‘Like a recreation’: Movies that seem to indicate youngsters ram raiding, breaking into shops shared on TikTok
Videos of criminal activity are shared on TikTok, including shoplifting and ramming, resulting in an alert to parents. Videos/TikTok
Videos of what appear to be teenagers breaking into and mugging retail outlets – and collecting large quantities of goods such as electronics and cigarettes – are being shared on TikTok, in what police say is an ongoing and worrying trend.
High-speed edited videos of what appear to be youths who have committed retail crime on a number of occasions, overlaid with rap music, were uploaded to the video-sharing platform and viewed by the Herald before being deleted.
Police are encouraging people to report such videos, which they said could potentially lead to criminal charges. But police said it was often difficult to glean the further details of the alleged crime from the short, chaotic clips.
“Any sharing or promotion of disorderly or criminal behavior that encourages people to commit these acts is of concern and, in certain circumstances, could potentially lead to criminal charges,” police told the Herald.
Meanwhile, a psychologist warned of the dangers of other young, “highly suggestible” TikTok users watching these videos.
It’s also believed that viral challenges on TikTok encourage crime among young people who want to be prominent among their peers.
More than 100 Mazda Demio vehicles were stolen from Taranaki last year in what police thought was a TikTok challenge, RNZ reported.
Meanwhile, a teenager accused of intentionally setting fire to packets of potato chips at West Auckland Countdown, which led to the supermarket’s closure, is believed to have committed arson allegedly as a result of a TikTok craze.
Fire at Countdown Henderson in WestCity shopping mall. Photo / Included
It mirrors similar TikTok trends happening overseas. In the US, children have posted TikTok videos of trashing school toilets and soccer field lawns.
While the alleged crimes aren’t necessarily a new problem, it’s worrying that they’re so readily shared by young, impressionable minds, said Professor Dr. Ian Lambie from the University of Auckland for Clinical Psychology.
“These young people are just using social media to treat it like a game and to gain some fame and notoriety and they don’t really think about the consequences.
“It’s … not attention seeking, it’s thrill seeking, and I suppose getting attention from peers and … it’s a bit of an ego thing, too.”
He said youth are also more likely to take risks in large groups, and this seems to be reflected in the TikTok videos.
A number of short clips were viewed by the Herald before being deleted from TikTok.
One video shows a person exiting a car and running into a retail store holding what appears to be a gun in a gloved hand.
In one video, a person appears to be holding a gun in a gloved hand as they enter a store.
The video then cuts to one clip showing one person sorting a large pile of smartphones and other electronic devices, and in another about 50 packs of cigarettes lay stacked in rows on the floor.
In one clip, a car is driven into a storefront while others stand around. Videos of what appears to be a dairy robbery and theft at a jewelry store follow.
Police confirmed that they “from time to time receive reports of incidents that have been seen on social media platforms and are investigating where we can”.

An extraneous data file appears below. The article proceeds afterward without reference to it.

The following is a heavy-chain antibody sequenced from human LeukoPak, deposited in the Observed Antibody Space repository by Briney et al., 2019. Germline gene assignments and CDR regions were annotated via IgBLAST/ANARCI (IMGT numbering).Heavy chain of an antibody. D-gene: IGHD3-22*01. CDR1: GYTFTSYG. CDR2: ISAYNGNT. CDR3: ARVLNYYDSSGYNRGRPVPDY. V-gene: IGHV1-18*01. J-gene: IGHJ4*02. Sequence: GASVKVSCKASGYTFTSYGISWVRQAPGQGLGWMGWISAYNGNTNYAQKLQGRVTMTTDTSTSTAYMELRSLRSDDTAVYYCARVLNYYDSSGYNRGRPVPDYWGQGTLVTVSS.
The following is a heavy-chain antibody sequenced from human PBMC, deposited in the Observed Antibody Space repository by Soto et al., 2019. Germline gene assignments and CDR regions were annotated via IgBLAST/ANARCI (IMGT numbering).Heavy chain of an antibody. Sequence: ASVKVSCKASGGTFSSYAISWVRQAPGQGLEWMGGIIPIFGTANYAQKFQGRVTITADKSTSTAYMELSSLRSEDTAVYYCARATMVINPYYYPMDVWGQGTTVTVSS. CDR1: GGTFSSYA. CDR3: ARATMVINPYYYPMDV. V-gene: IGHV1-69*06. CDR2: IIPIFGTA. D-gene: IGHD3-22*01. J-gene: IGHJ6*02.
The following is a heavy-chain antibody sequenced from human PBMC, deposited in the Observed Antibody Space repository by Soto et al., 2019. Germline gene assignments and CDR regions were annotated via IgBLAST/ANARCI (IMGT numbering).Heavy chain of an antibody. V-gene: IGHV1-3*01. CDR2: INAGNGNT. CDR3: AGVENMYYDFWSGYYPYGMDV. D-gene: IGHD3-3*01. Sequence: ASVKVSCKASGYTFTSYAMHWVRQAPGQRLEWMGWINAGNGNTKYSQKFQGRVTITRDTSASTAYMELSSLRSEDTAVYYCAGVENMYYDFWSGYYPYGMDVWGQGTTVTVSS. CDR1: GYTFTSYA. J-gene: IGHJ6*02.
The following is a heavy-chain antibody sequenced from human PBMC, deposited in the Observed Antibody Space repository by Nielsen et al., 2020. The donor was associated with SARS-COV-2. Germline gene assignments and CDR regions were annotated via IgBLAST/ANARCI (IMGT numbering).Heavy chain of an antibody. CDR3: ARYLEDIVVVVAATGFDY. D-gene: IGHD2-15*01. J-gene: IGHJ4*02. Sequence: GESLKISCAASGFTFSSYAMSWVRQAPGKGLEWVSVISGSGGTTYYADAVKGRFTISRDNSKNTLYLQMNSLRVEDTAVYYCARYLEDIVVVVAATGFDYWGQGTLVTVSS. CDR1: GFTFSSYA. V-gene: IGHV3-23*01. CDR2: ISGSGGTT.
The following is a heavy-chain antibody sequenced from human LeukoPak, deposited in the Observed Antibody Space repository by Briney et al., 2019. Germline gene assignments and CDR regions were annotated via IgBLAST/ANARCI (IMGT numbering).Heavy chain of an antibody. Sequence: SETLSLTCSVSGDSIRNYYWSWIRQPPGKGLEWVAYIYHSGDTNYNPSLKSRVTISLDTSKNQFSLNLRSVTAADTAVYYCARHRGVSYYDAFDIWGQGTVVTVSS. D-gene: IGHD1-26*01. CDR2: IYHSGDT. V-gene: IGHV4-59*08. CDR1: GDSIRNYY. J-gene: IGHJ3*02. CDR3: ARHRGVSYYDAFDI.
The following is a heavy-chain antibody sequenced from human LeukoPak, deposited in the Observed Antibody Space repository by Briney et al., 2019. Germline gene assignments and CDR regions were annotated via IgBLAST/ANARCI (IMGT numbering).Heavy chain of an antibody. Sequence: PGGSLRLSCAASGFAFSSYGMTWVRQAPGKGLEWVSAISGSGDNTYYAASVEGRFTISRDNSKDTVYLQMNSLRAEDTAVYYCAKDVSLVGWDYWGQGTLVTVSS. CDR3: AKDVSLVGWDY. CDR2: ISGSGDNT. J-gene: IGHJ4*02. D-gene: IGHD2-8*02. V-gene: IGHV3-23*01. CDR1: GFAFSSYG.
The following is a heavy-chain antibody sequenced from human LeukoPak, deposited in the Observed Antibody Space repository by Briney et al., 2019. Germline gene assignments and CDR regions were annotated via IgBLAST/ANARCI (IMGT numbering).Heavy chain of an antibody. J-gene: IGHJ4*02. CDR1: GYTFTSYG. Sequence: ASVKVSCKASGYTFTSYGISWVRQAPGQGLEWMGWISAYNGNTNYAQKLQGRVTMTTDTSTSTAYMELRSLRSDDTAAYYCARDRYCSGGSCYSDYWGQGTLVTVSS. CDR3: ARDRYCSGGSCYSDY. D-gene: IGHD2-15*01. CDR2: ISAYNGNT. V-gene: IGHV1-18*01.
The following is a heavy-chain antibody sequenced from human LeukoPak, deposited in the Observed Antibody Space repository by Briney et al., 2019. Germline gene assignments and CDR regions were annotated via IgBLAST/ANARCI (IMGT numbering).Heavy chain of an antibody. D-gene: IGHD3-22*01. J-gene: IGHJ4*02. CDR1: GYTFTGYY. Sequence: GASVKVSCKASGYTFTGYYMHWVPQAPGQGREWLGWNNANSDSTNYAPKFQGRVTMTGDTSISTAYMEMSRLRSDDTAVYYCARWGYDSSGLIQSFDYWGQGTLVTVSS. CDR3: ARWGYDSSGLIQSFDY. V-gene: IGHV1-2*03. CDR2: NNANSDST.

“Police are aware of the activity on social media, but for operational reasons we are unable to expand on this,” the statement said.
“Police’s primary concern is each instance of criminal or unsafe behavior itself and not the specific fact that it is shared on social media.”
In one clip, a jeweler’s glass window appears to have been smashed.
Lambie warned that videos of criminal activity shared on TikTok could minimize the seriousness of the crime and “desensitize” viewers and even lead to copycat behavior.
He said the part of the brain that “affects a person’s ability to give sensible, informed, and considered answers” hasn’t developed in teenagers.
“It causes a young person to become much more impulsive and reckless and not think through the consequences of their actions.
“There are certain teenagers who are very suggestible and would see this as a place where they can actually feel power, and for some, where they’ve never felt it before.”
Lambie said all viral challenges based on criminal activity also provide another motive for youth to commit crime and can even “incite” them.
Police are encouraging people to report videos of criminal behavior by dialing 105.
“However, it is important to remember that the larger details and situation are often not immediately apparent or can be determined.
“Videos can be re-distributed after the fact, and sometimes the content can be historical and already covered.”
Police also suggested reporting the videos directly to TikTok.
Lambie stressed the importance of parental education and counseling.
“Know what your youngster is doing. Be aware of what he sees on social media, set boundaries with it and also educate him about the risks and dangers.”
According to TikTok, from April to June 2021, 81,518,334 videos were removed worldwide for violating the community guidelines or terms of service, accounting for less than 1 percent of all uploaded videos.
Videos of illegal activities and regulated goods were 92.3 percent removed before anyone viewed them.
“To prevent such behavior from being normalized, imitated, or facilitated, we remove content that encourages or enables criminal activity,” TikTok said in its Community Guidelines.
TikTok has been contacted for comment.